Post-9/11 GI Bill – Transfer Benefits to Spouse or Dependents

Updated: December 24, 2022
In this Article

    Can you transfer your GI Bill benefits to your spouse or children?

    Yes. In June 2009, the Department of Defense outlined the rules for transferring your GI Bill benefit to your dependents, and then updated them in 2018.

    Here’s what you need to know.

    Who Is Eligible to Transfer GI Bill Benefits?

    According to DOD, any active-duty, reserve or National Guard military member (both officer and enlisted) can transfer their GI Bill benefits if:

    • They served on or after Aug. 1, 2009
    • They are eligible for the Post-9/11 GI Bill
    • They have at least six years of military service on the date they elect to transfer their education benefits and agree to serve four additional years from that date

    Policy Change on Transfer of Post-9/11 GI Bill Benefits

    DOD previously limited GI Bill benefit transfer eligibility to service members with fewer than 16 years of service. However, the 2020 National Defense Authorization Act eliminated this restriction.

    Service members with more than 16 years in service can still transfer their GI Bill benefits, as long as they commit to serve four more years, according to DOD.

    Which Family Members Are Eligible to Receive GI Bill Benefits?

    Qualifying service members can transfer their GI Bill educational assistance entitlement to:

    1. One or more of the service member’s children.
    2. A spouse.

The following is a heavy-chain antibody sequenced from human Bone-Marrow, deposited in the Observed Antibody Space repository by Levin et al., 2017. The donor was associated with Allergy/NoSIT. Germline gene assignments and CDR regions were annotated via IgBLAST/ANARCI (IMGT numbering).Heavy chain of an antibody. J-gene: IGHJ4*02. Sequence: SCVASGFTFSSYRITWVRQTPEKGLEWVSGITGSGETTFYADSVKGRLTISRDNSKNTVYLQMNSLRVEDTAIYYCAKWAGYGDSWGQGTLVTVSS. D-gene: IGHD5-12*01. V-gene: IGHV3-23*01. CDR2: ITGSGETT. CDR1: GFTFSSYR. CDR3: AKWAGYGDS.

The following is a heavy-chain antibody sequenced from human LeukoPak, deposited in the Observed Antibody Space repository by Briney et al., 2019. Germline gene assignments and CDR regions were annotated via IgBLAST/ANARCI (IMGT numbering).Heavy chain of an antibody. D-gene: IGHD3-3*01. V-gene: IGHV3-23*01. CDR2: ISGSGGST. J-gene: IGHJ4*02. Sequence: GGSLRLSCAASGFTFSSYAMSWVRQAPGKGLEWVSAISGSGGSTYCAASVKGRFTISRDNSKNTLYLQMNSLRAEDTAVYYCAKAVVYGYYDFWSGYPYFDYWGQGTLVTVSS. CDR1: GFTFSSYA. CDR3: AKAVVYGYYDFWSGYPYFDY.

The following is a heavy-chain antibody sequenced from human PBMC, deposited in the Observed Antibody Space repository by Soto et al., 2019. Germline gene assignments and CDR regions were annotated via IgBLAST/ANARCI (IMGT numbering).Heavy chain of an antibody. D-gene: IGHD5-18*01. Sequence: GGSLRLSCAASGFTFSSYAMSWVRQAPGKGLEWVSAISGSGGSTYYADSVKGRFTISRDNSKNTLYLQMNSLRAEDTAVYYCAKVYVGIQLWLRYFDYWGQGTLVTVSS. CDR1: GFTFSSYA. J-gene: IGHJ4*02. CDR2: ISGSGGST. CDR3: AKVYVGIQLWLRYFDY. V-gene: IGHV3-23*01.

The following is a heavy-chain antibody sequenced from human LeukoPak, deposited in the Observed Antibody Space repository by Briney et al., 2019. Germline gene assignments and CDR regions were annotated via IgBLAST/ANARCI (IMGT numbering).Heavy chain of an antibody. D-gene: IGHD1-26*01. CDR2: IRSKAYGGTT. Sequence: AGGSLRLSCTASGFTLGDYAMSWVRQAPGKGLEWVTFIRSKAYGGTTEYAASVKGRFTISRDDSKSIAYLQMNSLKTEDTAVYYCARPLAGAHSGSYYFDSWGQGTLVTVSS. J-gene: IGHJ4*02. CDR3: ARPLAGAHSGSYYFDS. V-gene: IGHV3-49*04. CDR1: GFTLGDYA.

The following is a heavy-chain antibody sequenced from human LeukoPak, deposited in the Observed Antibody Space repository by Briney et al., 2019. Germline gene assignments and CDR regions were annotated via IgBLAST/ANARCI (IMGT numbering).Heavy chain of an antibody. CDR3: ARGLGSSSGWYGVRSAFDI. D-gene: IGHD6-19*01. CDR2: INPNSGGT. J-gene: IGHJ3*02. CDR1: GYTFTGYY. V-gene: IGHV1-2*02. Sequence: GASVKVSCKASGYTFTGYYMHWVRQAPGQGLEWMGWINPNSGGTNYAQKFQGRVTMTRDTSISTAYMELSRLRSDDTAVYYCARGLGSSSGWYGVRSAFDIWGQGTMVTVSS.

3. Any combination of spouse and child.

    Eligible military members retain the right to revoke or modify their transfer at any time. In these cases, they can reapply their remaining benefits to anyone who is eligible, including themselves or their dependents.

    Is Anyone Else Eligible to Use My GI Bill Benefits for Educational Assistance?

    No. You can only transfer your GI Bill benefits to dependent children and spouses while they are enrolled in the Defense Eligibility Enrollment Reporting System (DEERS), according to DOD.

    What Benefits Are Eligible for Transfer?

    Eligible armed forces members may transfer all of their unused Post-9/11 GI Bill benefits – up to 36 months if the member has not used any of their GI Bill entitlement – including other GI Bill programs.

    How Do I Transfer My GI Bill Benefits to My Spouse or Child?

    To apply to transfer your GI Bill benefits to your wife, husband or dependent child, visit MilConnect and fill out a Transferability of Education Benefits form.

    To do this online, navigate to MilConnect’s benefits menu after you sign in and choose “Transfer of Education Benefits (TEB).”

    Here, you can select eligible family members to receive your benefits and enter the number of months of benefits you’d like to transfer to each.

    NOTE: MilConnect recommends leaving the end date blank so that the family member can use the benefit entitlement up until the latest allowable date.

    Select the appropriate educational program (i.e., the Post-9/11 GI Bill Chapter 33). Read through and check off the transfer eligibility acknowledgments. Once that’s done, submit the request.

    Can a Spouse Get BAH from the GI Bill?